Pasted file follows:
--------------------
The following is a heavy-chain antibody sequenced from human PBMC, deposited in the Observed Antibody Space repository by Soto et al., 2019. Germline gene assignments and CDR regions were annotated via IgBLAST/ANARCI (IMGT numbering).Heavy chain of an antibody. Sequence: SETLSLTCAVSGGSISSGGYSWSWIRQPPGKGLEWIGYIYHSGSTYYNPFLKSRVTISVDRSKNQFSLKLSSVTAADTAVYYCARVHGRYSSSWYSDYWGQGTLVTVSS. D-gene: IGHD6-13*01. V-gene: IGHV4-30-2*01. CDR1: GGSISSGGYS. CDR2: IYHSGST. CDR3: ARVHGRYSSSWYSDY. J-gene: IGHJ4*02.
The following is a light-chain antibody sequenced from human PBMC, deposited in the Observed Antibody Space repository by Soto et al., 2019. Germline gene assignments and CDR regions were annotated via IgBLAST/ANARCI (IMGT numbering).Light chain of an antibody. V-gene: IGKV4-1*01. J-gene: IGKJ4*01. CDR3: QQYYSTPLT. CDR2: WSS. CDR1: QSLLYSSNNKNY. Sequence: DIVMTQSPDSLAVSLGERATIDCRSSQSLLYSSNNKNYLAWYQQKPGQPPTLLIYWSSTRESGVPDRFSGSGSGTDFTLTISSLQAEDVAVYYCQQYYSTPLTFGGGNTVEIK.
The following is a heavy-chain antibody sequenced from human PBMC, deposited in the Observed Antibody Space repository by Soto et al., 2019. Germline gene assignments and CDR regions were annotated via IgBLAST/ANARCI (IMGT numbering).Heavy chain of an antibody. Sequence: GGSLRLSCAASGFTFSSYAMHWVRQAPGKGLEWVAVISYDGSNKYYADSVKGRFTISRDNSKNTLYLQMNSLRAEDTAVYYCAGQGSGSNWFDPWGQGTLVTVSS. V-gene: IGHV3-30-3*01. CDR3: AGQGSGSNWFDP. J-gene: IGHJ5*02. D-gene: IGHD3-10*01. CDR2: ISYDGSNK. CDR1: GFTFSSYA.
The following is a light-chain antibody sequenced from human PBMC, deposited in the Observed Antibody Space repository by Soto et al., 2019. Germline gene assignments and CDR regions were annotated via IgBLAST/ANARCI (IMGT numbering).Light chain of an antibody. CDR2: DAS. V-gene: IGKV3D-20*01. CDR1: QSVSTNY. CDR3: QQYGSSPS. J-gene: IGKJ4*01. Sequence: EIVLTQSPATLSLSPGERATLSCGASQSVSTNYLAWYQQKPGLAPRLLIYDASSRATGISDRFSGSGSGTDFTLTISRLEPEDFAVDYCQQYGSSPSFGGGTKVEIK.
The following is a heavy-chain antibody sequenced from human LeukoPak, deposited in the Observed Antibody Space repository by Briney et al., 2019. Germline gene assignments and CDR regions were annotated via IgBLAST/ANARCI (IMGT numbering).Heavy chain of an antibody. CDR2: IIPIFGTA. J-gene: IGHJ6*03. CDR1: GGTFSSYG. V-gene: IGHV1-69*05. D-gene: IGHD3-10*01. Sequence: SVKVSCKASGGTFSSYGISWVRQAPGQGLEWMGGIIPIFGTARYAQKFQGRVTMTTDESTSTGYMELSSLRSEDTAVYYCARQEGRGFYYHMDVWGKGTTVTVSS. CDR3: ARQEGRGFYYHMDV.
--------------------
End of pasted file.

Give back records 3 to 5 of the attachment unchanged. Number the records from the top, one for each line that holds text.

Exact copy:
The following is a heavy-chain antibody sequenced from human PBMC, deposited in the Observed Antibody Space repository by Soto et al., 2019. Germline gene assignments and CDR regions were annotated via IgBLAST/ANARCI (IMGT numbering).Heavy chain of an antibody. Sequence: GGSLRLSCAASGFTFSSYAMHWVRQAPGKGLEWVAVISYDGSNKYYADSVKGRFTISRDNSKNTLYLQMNSLRAEDTAVYYCAGQGSGSNWFDPWGQGTLVTVSS. V-gene: IGHV3-30-3*01. CDR3: AGQGSGSNWFDP. J-gene: IGHJ5*02. D-gene: IGHD3-10*01. CDR2: ISYDGSNK. CDR1: GFTFSSYA.
The following is a light-chain antibody sequenced from human PBMC, deposited in the Observed Antibody Space repository by Soto et al., 2019. Germline gene assignments and CDR regions were annotated via IgBLAST/ANARCI (IMGT numbering).Light chain of an antibody. CDR2: DAS. V-gene: IGKV3D-20*01. CDR1: QSVSTNY. CDR3: QQYGSSPS. J-gene: IGKJ4*01. Sequence: EIVLTQSPATLSLSPGERATLSCGASQSVSTNYLAWYQQKPGLAPRLLIYDASSRATGISDRFSGSGSGTDFTLTISRLEPEDFAVDYCQQYGSSPSFGGGTKVEIK.
The following is a heavy-chain antibody sequenced from human LeukoPak, deposited in the Observed Antibody Space repository by Briney et al., 2019. Germline gene assignments and CDR regions were annotated via IgBLAST/ANARCI (IMGT numbering).Heavy chain of an antibody. CDR2: IIPIFGTA. J-gene: IGHJ6*03. CDR1: GGTFSSYG. V-gene: IGHV1-69*05. D-gene: IGHD3-10*01. Sequence: SVKVSCKASGGTFSSYGISWVRQAPGQGLEWMGGIIPIFGTARYAQKFQGRVTMTTDESTSTGYMELSSLRSEDTAVYYCARQEGRGFYYHMDVWGKGTTVTVSS. CDR3: ARQEGRGFYYHMDV.